The Motolyko Pomogi Telegram channel published similar observations. The post noted that all of the men who served in the 5th brigade of the Belarusian special operations forces in Marina Gorka, Minsk Oblast, had received letters to gather for “retraining.” On October 17, the Realynaya Belarus channel said seventeen special forces service members had mustered in Pinsk.
Additionally, on October 15, Motolyko Pomogi reported that some Belarusian companies received orders to provide a list of eligible conscripts to authorities. The authorities reportedly asked one company in Brest Oblast to provide information about vehicles that the company could provide for “transportation of the mobilized.” The post also mentioned the creation of an “alert headquarters” at one unnamed Belarusian company in Brest. All mobilization notices would be sent to the headquarters, which would carry the duty of alerting conscripted employees. The involvement of state-owned companies and other types of organizations in military conscription is a legally mandated procedure in Belarus.
Belarus holds an annual military record verification process. On October 19, the Belarusian Ministry of Defense claimed on its Telegram channel that latest actions were part of the annual military record verification and not part of a mobilization effort. The DFRLab could not verify reports of individuals being forced to join Belarusian military. While Belarusian authorities are seemingly acting within legal bounds, questions arise when considering that Belarus recently announced it will join Russians in the war against Ukraine.
—Nika Aleksejeva, Lead Researcher, Riga, Latvia
Putin declares martial law in annexed parts of Ukraine
During a meeting of Russia’s Security Council on October 19, President Putin announced he had signed a decree implementing martial law in illegally annexed Ukrainian territory. Martial law would apply in four Ukrainian regions – Donetsk, Luhansk, Zaporizhzhia, and Kherson – in the wake of sham referendums held last month that have not been recognized by Ukraine or the broader international community.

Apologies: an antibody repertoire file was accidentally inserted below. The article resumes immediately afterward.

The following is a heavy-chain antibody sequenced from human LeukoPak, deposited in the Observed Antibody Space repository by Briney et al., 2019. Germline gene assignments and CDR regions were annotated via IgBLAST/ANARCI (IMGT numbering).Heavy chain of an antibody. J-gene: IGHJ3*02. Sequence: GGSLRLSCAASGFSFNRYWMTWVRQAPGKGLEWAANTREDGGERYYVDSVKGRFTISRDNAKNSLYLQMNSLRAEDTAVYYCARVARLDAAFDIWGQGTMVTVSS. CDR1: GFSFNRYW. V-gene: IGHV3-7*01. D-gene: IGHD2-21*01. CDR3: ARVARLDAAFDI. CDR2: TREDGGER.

According to pro-Kremlin outlet Kommersant, martial law “is introduced in the event of aggression against the Russian Federation or a direct threat of aggression.” According to the outlet, martial law provides Russia with the authority to impose curfews; compulsory screening of citizens and detention for up to thirty days; seizure of property; military censorship of postal services and the media; control of phone conversations; expulsion of foreigners; suspension of the activities of political parties, foreign and international organizations “whose propaganda undermines the security of the country”; and restriction of entry, exit, and freedom of movement. Kommersant added that Russia will suspend its obligations under international treaties regarding the rights of citizens after the introduction of martial law.
The last time Russia implemented martial law was during World War II, when the Soviet Union imposed it in 1941.
In addition to martial law, Putin declared the Kremlin would apply security measures based on three different tiers – basic, medium, and increased. Russian regions close to the Ukraine border require a medium response level, while Moscow falls under the increased category. According to these response levels, Russia can gain control over different sectors like communications and automated systems and repurpose them for the military needs.
—Eto Buziashvili, Research Associate, Tbilisi, Georgia
Russian deputy prime minister boasts of forced deportations from Kherson
Russia continues to conduct massive, forced deportations of Ukrainians. Russian Deputy Prime Minister Marat Khusnullin stated on October 14 that “several thousand” children from the Kherson region are “already in other regions of Russia, resting in rest homes and children’s camps.” As noted by Human Rights Watch, “deportation has been recognized as a crime against humanity in each of the major international criminal instruments.”
—Ruslan Trad, Resident Fellow for Security Research, Sofia, Bulgaria